Let's start with "reading down" which refers to reading books below your age level. I read a ton of books that are not really targeted at 37 year old soccer moms. A lot of these I read for work, because I need to know what to order, what to recommend, and what is popular. I also read a substantial amount of fiction intended for younger people because I like to know what my kids are reading.
Ok, I'll confess. Juvenile and young adult (YA) fiction can also be a fun and relaxing change of pace, and I am quite certain that I am not the only adult who thinks so. Go ahead and admit it. You read Harry Potter, The Hunger Games, Divergent, etc.
Every once in a while I do need to throw in an adult book, just to remind myself that I am a grown up (and, more importantly, prevent any of these signs from manifesting).
The reading down phenomenon could help explain why so many popular adult authors (John Grisham, James Patterson, Michael Chabon, Kathy Reichs, to name a few) are now delving into the world of YA and juvenile fiction. It is definitely the reason the library still has a waiting list for the Divergent books.
On the one hand, I grew up similar to Melissa Taylor from Imagination Soup. I was a voracious reader as a child and my parents allowed me to choose books with absolute impunity.
I moved on to adult books for a couple of reasons.
1. First of all adult books were usually thicker so they took longer to read. Really thick books were especially important for long car rides, family vacations, and my sister's basketball games (that my parents forced me to attend).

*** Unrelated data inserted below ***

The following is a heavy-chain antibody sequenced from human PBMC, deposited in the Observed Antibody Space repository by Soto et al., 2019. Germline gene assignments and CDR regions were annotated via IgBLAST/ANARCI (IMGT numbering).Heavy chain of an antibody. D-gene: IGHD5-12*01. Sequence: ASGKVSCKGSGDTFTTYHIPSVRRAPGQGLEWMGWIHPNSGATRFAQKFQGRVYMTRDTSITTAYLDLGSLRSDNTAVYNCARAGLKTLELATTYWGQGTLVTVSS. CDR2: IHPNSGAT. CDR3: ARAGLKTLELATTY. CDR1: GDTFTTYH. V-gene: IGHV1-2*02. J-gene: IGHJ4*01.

2. Back then (you know way back in the 80s) there were not many authors writing teen fiction and those that did seemed to focus on topics suitable to an after school special. Don't get me wrong Judy Blume, Paula Danziger, Cynthia Voight etc. are amazing authors, but I was just never all that interested in books about high school drama. Honestly, wasn't it bad enough to have to live through all the crap without reading about it in your spare time? Please don't hate me if The Cat Ate My Gymsuit, Deenie, or any of the Sweet Valley High series were amongst your favorite books. Realistic teen fiction was just not my cup of tea. I had an unusual penchant for classic mysteries by Agatha Christie and Rex Stout and thrillers by Dean Koontz and Stephen King.
|Who can blame me for my clown phobia!!!|
I know that I read books when I was younger that had mature content and sometimes it went over my head and sometimes it didn't and probably should have. Not to mention, I am still deathly afraid of clowns after reading IT in the fifth or sixth grade.
It isn't just violence, sex, or bad language that we should be concerned about. Many teen and adult books have deeper emotional, political, and/or historical themes that younger kids aren't mature or experienced enough to fully comprehend. I am specifically thinking of all the recent teen books that have been made into films that kids in 3rd or 4th grade are asking to check out: The Hunger Games, The Maze Runner, The Book Thief, Divergent, to name just a few.
However, are young kids ready to read about the holocaust as narrated by death? Can they comprehend the socioeconomic and political strife in The Hunger Games or are they just going to cheer on every death in the arena. Side Note: When I went and saw this movie in theater it was kind of disturbing how many tweens and teens were hooting and hollering for every kill that took place in the arena. I am pretty sure that they were missing the point.